Can We Afford Our Constant Consumption?

November 23, 2011
  • Ted Howes

    Former Director, Advisory Services, BSR

Thanksgiving. I love this holiday. The opportunity to sit down with family and friends, enjoy one another’s company, and share a feast is indeed something to be thankful for. In my family, we always go around the table sharing what we’re grateful for. It’s a profound moment of connecting and appreciation for what we have, and it often turns out that we’re thankful for the small things—the ones we can’t purchase.

It’s ironic, then, that Thanksgiving is followed by the Super Bowl of shopping. Over this weekend last year, total U.S. consumer spending reached an estimated US$45 billion, with 212 million people shopping in stores and online.To further capitalize on this trend in an uncertain economy this year, some retailers have decided to kick off “Black Friday” by opening at midnight Thursday, a move that has launched an opening-hour race among stores. While some shoppers may be ecstatic that bargain hunting can begin sooner, and some employees may appreciate the additional hours in a down economy, not everyone is happy about the intrusion of shopping into Thanksgiving—including employees who are initiating online petitions to save Thanksgiving and consumers who have declared that they’re opting out.

It seems some are dissatisfied being defined solely as consumers, and I wonder if this has something to do with the growing awareness that we can’t afford our constant consumption. Certainly this is true from a financial sense: "Seventy percent of the economy depends on consumer spending, but 80 percent of families are experiencing declining wages.” There’s a convergence with other concerns as well—resistance to consuming for the sake of consumption is only going to increase with water and resource scarcity.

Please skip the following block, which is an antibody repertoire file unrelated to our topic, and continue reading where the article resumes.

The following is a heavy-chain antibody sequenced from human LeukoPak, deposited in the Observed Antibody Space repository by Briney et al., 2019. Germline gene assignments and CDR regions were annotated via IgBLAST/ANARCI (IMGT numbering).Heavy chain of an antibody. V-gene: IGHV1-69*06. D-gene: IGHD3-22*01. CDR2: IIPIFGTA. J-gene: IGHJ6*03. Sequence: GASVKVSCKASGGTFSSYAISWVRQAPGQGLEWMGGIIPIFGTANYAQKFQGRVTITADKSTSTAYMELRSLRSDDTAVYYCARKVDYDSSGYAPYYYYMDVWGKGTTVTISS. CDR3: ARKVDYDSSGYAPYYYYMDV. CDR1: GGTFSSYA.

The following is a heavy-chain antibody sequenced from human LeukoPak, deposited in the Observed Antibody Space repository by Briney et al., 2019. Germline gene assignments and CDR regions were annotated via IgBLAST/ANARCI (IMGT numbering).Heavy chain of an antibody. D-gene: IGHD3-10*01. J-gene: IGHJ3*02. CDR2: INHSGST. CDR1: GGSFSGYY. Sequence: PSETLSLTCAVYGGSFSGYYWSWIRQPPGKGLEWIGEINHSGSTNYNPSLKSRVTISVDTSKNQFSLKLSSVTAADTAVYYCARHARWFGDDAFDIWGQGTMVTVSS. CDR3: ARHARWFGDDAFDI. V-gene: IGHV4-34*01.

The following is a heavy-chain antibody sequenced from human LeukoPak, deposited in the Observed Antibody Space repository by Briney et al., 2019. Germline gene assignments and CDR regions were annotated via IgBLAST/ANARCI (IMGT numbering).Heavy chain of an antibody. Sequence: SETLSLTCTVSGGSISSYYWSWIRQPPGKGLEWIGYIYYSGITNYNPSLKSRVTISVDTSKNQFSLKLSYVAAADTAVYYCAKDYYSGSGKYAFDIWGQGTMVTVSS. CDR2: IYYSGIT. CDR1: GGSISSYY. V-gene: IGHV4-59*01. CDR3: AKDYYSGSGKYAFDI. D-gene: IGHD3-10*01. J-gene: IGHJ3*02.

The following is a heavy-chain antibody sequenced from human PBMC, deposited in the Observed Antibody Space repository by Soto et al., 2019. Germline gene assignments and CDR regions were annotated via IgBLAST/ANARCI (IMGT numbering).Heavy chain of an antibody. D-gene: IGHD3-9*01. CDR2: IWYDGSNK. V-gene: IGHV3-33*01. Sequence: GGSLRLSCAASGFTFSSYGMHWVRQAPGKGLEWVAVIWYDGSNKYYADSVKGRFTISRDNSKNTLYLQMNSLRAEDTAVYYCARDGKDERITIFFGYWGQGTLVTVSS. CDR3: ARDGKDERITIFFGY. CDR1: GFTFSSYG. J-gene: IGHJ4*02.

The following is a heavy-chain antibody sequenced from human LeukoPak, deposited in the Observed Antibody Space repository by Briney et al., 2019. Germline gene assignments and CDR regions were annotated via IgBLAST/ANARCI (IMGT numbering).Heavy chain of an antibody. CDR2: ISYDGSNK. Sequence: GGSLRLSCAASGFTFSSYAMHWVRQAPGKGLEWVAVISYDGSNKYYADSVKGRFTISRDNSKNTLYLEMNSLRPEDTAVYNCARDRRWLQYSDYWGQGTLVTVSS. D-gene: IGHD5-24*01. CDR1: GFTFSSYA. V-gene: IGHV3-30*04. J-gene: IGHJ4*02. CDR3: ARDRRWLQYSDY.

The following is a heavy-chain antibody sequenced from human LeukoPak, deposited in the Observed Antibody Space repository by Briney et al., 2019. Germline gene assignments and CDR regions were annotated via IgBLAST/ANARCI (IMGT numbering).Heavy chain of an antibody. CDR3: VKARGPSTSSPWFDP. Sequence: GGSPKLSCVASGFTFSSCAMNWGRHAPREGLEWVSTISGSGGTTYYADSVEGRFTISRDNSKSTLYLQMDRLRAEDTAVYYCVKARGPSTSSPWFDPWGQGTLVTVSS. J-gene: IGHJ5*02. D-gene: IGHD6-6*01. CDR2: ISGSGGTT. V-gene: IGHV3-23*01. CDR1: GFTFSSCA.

As more retailers pursue our scarce dollars by expanding shopping hours into what has traditionally been a time for families to give thanks, will more people start to think about what level of consumption is really desirable and necessary? The post-Thanksgiving sales results will start to tell the story, of course, but even if the gambit is successful this year, the questioning of our roles as people rather than as consumers is inevitable. After all, where does the encroachment on a holiday end? That won’t end well for companies that are pushing in that direction. People will start pushing back even harder, and it could well end up tarnishing the brands that perceive people primarily as consumers.

We have an opportunity to reconsider what sustainable consumption might look like: While people are recognizing that a more sustainable lifestyle is necessary, they’re confused about how to get there. And the need is ever growing. Shopping is not just about consuming products, but consuming experiences—there’s community, competition, and excitement in chasing sales. How might we integrate that experience with reduced consumption and increased connection? How might we build the same sense of visceral excitement into experiencing shopping without consuming anything?

This is an ongoing opportunity for companies that are seeking to redefine how they enlist consumers to help co-create what they really want for the shopping experience, while at the same time reducing consumption. And that is an evolution that I would truly be thankful for.

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